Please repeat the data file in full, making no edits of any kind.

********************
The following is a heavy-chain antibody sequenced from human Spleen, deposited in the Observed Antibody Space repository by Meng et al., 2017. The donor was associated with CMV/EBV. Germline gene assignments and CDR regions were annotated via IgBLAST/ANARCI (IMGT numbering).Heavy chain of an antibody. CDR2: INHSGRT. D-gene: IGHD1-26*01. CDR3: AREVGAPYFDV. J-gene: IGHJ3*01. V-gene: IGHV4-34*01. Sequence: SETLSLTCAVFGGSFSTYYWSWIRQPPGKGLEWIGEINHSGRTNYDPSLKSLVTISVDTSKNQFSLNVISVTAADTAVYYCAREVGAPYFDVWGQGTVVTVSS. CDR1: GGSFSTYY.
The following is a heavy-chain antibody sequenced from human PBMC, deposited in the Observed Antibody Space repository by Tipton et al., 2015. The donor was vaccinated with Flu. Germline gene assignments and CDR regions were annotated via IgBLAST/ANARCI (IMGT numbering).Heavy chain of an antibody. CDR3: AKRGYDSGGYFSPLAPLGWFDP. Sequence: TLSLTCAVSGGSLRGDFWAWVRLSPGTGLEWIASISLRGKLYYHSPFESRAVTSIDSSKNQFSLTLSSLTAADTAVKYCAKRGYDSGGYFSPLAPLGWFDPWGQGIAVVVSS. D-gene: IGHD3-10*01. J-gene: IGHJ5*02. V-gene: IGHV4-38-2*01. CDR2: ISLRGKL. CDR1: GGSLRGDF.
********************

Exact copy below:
The following is a heavy-chain antibody sequenced from human Spleen, deposited in the Observed Antibody Space repository by Meng et al., 2017. The donor was associated with CMV/EBV. Germline gene assignments and CDR regions were annotated via IgBLAST/ANARCI (IMGT numbering).Heavy chain of an antibody. CDR2: INHSGRT. D-gene: IGHD1-26*01. CDR3: AREVGAPYFDV. J-gene: IGHJ3*01. V-gene: IGHV4-34*01. Sequence: SETLSLTCAVFGGSFSTYYWSWIRQPPGKGLEWIGEINHSGRTNYDPSLKSLVTISVDTSKNQFSLNVISVTAADTAVYYCAREVGAPYFDVWGQGTVVTVSS. CDR1: GGSFSTYY.
The following is a heavy-chain antibody sequenced from human PBMC, deposited in the Observed Antibody Space repository by Tipton et al., 2015. The donor was vaccinated with Flu. Germline gene assignments and CDR regions were annotated via IgBLAST/ANARCI (IMGT numbering).Heavy chain of an antibody. CDR3: AKRGYDSGGYFSPLAPLGWFDP. Sequence: TLSLTCAVSGGSLRGDFWAWVRLSPGTGLEWIASISLRGKLYYHSPFESRAVTSIDSSKNQFSLTLSSLTAADTAVKYCAKRGYDSGGYFSPLAPLGWFDPWGQGIAVVVSS. D-gene: IGHD3-10*01. J-gene: IGHJ5*02. V-gene: IGHV4-38-2*01. CDR2: ISLRGKL. CDR1: GGSLRGDF.